London: Chavez gets a hero’s welcome


Richard Moore

Original source URL:,,1774993,00.html

Revolution in the Camden air as Chávez - with amigo Ken - gets a hero's welcome

· Show of solidarity for Venezuelan president
· Three-hour speech wins over 800-strong crowd
Duncan Campbell and Jonathan Steele
Monday May 15, 2006

He has been called a terrorist by Washington but 
for three and a half hours yesterday in London he 
could do no wrong. An adoring audience of British 
left-wingers and the Latin American diaspora 
cheered, clapped, sang and laughed as Venezuelan 
president Hugo Chávez denounced President Bush 
and capitalism and praised Ken Livingstone and 
the Pope.

The Camden centre in north London is usually home 
to trade fairs, conferences and school exams, but 
yesterday it throbbed with calls for a new world 

"We love you," shouted a woman at the 800-strong 
gathering, which President Chávez had been 
invited to attend by London's mayor. "We love you 
very much," responded the president in unexpected 
English. To applause, he told them: "I was 
remembering my English classes in school. I 
remember very much my English classes - 'Do you 
want a coffee? Do you want a glass of milk'?"

During his marathon address, with occasional 
pauses to ask his "amigo" Ken whether his time 
was up, he managed to refer to everyone from 
George Bernard Shaw to Rosa Luxemburg, Pythagoras 
to Thomas Jefferson, CLR James to his mother. 
Reminding his audience it was mother's day in 
Venezuela and that his speech was going out live 
on his weekly programme, he even managed to send 
a message to his mum.

"Sometimes I'm a terrorist according to 
Washington or a guy who does military coups," 
said President Chávez, in front of a backdrop of 
his country's red, blue and yellow flag. "But all 
we did was participate in a revolutionary 
movement, which is what we are doing now." He 
went through a history of revolution in Latin 
America and described how his hero, Simon 
Bolivar, had visited London in 1810.

He said: "I am a Catholic and a Christian and a 
very committed Christian and I was talking to the 
Pope about the struggle against poverty - I call 
it Christ's cause." Then he was talking about the 
first time he had met Fidel Castro.

He won applause from a large contingent of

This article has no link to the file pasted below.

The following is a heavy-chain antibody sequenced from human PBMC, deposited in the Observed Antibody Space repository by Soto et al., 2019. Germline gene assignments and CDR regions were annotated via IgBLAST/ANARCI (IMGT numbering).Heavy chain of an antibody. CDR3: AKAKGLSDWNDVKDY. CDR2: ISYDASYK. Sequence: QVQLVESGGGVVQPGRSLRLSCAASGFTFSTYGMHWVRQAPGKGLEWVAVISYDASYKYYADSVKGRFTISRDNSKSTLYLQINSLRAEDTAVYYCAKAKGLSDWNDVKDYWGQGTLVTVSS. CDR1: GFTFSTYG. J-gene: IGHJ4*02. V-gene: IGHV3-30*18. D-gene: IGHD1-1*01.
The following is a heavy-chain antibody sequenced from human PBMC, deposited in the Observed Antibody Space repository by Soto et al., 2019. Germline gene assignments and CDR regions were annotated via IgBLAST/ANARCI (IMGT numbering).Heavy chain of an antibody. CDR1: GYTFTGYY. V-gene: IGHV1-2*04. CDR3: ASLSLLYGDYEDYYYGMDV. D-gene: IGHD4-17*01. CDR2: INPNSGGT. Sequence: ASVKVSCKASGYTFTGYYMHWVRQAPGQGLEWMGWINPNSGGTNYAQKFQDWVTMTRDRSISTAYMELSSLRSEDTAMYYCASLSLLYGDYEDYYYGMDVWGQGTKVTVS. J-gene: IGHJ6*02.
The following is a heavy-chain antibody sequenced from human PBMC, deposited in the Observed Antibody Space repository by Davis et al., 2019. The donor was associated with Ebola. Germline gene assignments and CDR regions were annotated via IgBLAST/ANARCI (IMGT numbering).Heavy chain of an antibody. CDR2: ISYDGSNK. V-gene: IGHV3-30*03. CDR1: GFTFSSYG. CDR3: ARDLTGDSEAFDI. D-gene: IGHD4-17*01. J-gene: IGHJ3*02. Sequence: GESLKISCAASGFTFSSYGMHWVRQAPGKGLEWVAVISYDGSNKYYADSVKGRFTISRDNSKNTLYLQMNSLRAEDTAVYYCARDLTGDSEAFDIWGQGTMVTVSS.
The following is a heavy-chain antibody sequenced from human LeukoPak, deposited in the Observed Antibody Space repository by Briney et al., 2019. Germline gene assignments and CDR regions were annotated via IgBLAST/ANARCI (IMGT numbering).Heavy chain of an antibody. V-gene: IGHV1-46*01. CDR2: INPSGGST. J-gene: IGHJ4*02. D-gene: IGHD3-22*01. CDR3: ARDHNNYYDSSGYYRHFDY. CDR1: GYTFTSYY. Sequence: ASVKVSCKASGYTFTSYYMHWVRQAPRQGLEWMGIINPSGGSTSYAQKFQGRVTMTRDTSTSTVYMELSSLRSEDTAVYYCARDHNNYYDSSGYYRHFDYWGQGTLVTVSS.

banner-bearing women when he said that one of the 
features of capitalism is that it excludes and 
exploits women.

On the platform with him were many leading 
figures of the left. He pointed out Tariq Ali, 
and made him show the crowd a satirical poster he 
had portraying Chávez, Castro and Bolivia's 
president, Evo Morales, as the Pirates of the 
Caribbean. He attacked the administration in 
Washington as "the greatest threat to this planet 
... Imagine they launch this attack on Iran. 
They've got it planned. If the US attack Iran, 
people in England who drive cars will have to 
park them. Oil will be $100 a barrel."

The man who survived a coup in 2002 - "planned in 
the Pentagon and the White House" - told the 
audience to huge applause: "I know there are 
plans to kill me. It doesn't matter. It won't 
stop me."

Last time he visited England, he had tea with the 
Queen and met Tony Blair but there was no mention 
of the prime minister yesterday although he has 
referred to him in the past as a "pawn of 
imperialism." But he did repeatedly say: "We are 
socialists. We are building it; it comes from our 
soul; it has to be imbued with humanism. If you 
can't love, you can't be a socialist."

In the audience was Bianca Jagger who said she 
had come to "listen and learn ... I'm Nicaraguan 
so I am interested in the politics of Latin 
America and I have one or two questions I would 
like to ask him." She said it was important for 
people in Europe to understand the motivations of 
President Chávez and President Morales with 
regard to their energy supplies. "You need to 
understand the history of the oil companies in 
Latin America," she said. "They left a terrible 
environmental disaster behind them and they have 
never been accountable for it."

The Labour MP Jeremy Corbyn, who was on the 
platform, said: "I am very interested in what 
they are doing in Venezuela in terms of lessening 
the gap between rich and poor. Maybe the British 
government could learn something from that. Blair 
and the government should recognise which way the 
wind is blowing in Latin America."

Bob Neill, Leader of the London Assembly 
Conservatives, will be meeting a delegation of 
Venezuelan dissidents at City Hall today. Mr 
Neill said: "They will be able to relay 
first-hand experiences of violence and oppression 
in Venezuela."

President Chávez had arrived in London from a 
summit in Vienna of leaders from the EU and Latin 
America and Caribbean nations. This week he will 
be going to Algeria and Libya. In Vienna, he had 
said: "The final hours of empire have arrived. 
Now we have to say to the empire 'We are not 
afraid of you, you are a paper tiger'." He 
suggested the US was as doomed as a pig on its 
way to the slaughterhouse. He also wanted to 
provide cheap heating oil for poor Europeans. "I 
want to humbly offer support to the poorest 
people who do not have resources for central 
heating in winter and make sure that support 

Guardian Unlimited © Guardian Newspapers Limited 2006

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